With all the attention given among the Indie community to the removal of book reviews by Amazon, I’m amazed at the number of authors who still post dirty links to their books on social media. This is a rookie-level mistake that can actually do more harm than good.
A dirty link helps the algorithm at Amazon to determine if there are connections between author and reader that might suggest collusion or partiality.. Even if a review is from a verified purchase, a simple connection via a shared link can be enough to make them suspect that it’s not unbiased or from an unrelated party.
If the link used by multiple customers can be traced directly back to the author, that’s one of the reasons they will start flagging and eventually removing reviews.
The simple solution is to ensure your links are clean before you post them.
A dirty link occurs when one copies and pastes a URL without removing all the extra information that gets tacked onto it by searching for a product, copying links from a website, linking from another product, or using a bookmark created from a searched item.For example, if I search for one of my books on Google and click on the Amazon link, I get this as the URL:
This is more information than is needed to actually find my book. In the image below, I’ve denoted the “dirty” part of the link by making it red.
The highlighted part of this link is the “dirty” part. If I were to give this link to someone else to use, it tells Amazon how they got the link.
All you need to post is the part of the link that directly goes to your book page. In the link above, that’s the part that is still black. Once the link identifies which display page your book has, no further information is necessary.
You can check the clean link you want to post by pasting it into a new browser window and seeing that it goes directly to your book product page.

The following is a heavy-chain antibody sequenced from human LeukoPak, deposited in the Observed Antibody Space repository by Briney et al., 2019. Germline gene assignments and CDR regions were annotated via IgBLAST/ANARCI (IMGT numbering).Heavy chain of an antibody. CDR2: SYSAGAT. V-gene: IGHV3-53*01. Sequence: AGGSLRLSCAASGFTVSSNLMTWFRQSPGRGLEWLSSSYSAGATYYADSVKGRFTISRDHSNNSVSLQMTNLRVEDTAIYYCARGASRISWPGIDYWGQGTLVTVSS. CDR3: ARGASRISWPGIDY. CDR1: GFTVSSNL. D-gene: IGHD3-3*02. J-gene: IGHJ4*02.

Even if you use a link shortening service like bit.ly or buff.ly, or a customised branded link, you must ensure that the links you provide are clean. Just because you and your audience don’t see the extra information on a shortened or customised link doesn’t mean it isn’t there.
That way, stores will have no reason to suspect you or your readers’ integrity, and your verified purchase reviews will remain proudly on your book page.
12 thoughts on “The Danger Of Dirty Links”
Reblogged this on Tim Walker and commented:
Clean up those links… 🔗
Reblogged this on Campbells World.
Reblogged this on Chris The Story Reading Ape's Blog.
Reblogged this on The Write Stuff and commented:
I was under the mistaken impression that my Bit.Ly links were “clean,” but apparently that isn’t so. Take a look at this post, and you’ll see what I mean. I’ve fixed mine now, and recommend you do so as well, if you’ve been using Bit.Ly or another similar method. This is a good one to share, too, if you would. Thanks!
Thanks for this info, WordyNerdBird. I’ve passed it along! And I switched all my Bit.Ly links to clean versions right from my Amazon pages. Great post!
Thanks for posting this info from wordynerdbird. It was clear enough for even this eejit to understand! x
Thanks, useful information.
Reblogged this on anita dawes and jaye marie.
Wow. So glad you posted this. I just sent out book release posts–with a dirty link. Now to try and fix the link.
Reblogged this on Author -Carole Parkes and commented:
Reblogged this on: https://harmonykent.co.uk/the-danger-of-dirty-links/. Thanks for the post 🙂
In all likelihood, this practice existed long before Amazon.com, but who knows. Your post is greatly appreciated. Thank you.